rules that registrars have to follow to get certified, and name a
single registry for each top level domain (TLD), like .net, .com. etc.
They haven't, however, pushed hard against the country-code registrars
that Jon had appointed. Mostly they've spent oodles of time and money
creating TLDs like .aero and .museum that are rarely used.
What can they do about spam? Frankly, nothing. They control TLDs.
That gives them some leverage against the registries and registrars,
who are supposed to follow some rules, but if a registrant pays his $8
or whatever and buys a domain from some registrar, then he can use it
for spam until the registrar pulls it. Since registering is
automated, there's no real threat against spammers. Even the
address-space threat is not helpful; spammers are often able to find
vacant number blocks and sneak them onto networks long enough to do
their damage. And the bulk of spam nowadays is sent via hijacked home
PCs running spambot malware, not spammer server farms the way Spamford
used to do it.
Indeed, the truth is that if the Internet community in general got mad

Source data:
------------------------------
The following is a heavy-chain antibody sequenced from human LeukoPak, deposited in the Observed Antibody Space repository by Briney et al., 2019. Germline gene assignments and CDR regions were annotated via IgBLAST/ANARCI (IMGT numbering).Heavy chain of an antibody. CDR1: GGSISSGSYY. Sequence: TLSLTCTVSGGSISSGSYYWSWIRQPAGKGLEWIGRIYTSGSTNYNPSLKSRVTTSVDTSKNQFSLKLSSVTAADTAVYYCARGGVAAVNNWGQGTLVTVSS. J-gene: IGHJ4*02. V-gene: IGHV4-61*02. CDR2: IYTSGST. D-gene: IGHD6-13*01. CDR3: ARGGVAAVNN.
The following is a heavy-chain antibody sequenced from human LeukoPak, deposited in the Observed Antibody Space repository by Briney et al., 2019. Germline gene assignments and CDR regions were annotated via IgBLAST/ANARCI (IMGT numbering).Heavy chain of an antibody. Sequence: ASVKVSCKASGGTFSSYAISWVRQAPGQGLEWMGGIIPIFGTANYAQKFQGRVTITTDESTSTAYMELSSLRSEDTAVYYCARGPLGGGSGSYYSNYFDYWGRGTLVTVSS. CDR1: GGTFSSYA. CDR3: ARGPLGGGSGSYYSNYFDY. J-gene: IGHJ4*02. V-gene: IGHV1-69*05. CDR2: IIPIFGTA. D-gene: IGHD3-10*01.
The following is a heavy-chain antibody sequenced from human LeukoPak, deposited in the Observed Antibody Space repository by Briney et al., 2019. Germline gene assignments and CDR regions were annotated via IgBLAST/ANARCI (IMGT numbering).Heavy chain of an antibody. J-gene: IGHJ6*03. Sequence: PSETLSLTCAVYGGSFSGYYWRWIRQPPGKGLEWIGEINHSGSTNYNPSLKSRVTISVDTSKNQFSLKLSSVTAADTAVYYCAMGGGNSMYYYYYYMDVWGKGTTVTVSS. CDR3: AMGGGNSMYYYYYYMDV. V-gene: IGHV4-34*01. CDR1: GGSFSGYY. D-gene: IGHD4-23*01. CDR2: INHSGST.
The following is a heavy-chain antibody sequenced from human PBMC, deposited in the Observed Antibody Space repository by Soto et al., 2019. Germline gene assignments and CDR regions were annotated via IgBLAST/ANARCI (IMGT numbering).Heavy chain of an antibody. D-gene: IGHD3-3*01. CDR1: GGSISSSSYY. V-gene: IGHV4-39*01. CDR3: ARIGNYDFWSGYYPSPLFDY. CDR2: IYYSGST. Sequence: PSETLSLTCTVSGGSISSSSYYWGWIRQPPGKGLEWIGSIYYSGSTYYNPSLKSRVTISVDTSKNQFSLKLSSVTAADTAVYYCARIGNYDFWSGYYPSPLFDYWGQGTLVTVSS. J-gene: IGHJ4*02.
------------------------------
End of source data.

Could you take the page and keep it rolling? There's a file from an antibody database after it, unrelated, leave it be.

enough at ICANN, it could bypass them. ICANN's power comes from its
control over the DNS root servers. Big ISPs feed their DNS servers
from the ICANN-blessed roots. But if the ISP decided to use an
alternative root, or if an end user decided to use an alternative DNS
service (and they do exist), then it would still work. However, there
would be some risk of conflict, if two different root servers assigned
the same name to different addresses. That's the "nuclear option", to
use a currently-popular phrase. This didn't happen during ICANN's
controversial birthing phase because they got Bernie on board, when
his UUNET was the top ISP, its reputation was good, and Vint Cerf (the
Chauncey Gardiner of the Internet, famous for being there) was his
sexy spokesmodel. The other big ISPs fell in line too, with some
grumbling. But there's no law binding anyone to use ICANN-blessed
roots, just an understanding that it's better, for now, than letting
And the harm from numbering clashes would be even worse, if that
started to happen. But the answer would not be for some "authority" to
clamp down, since there is none; it would be for ISPs to be selective
about whose BGP route advertisements they accept. A technical
solution, if unpleasant.
So can anybody do anything about spam? Well, maybe, but pointing the
finger at ICANN won't do any good. Spam exists, frankly, because at
the time the core protocols of the Internet was invented, it was a
private network, which you couldn't attach to without permission, and
such misbehavior was not tolerated. The appropriate response is
technological. Yes, laws help too; I have no problem with levying
massive civil penalties, criminal fines, jail time, and perhaps
lengthy visits to Guantanamo Bay on spammers and the people who hire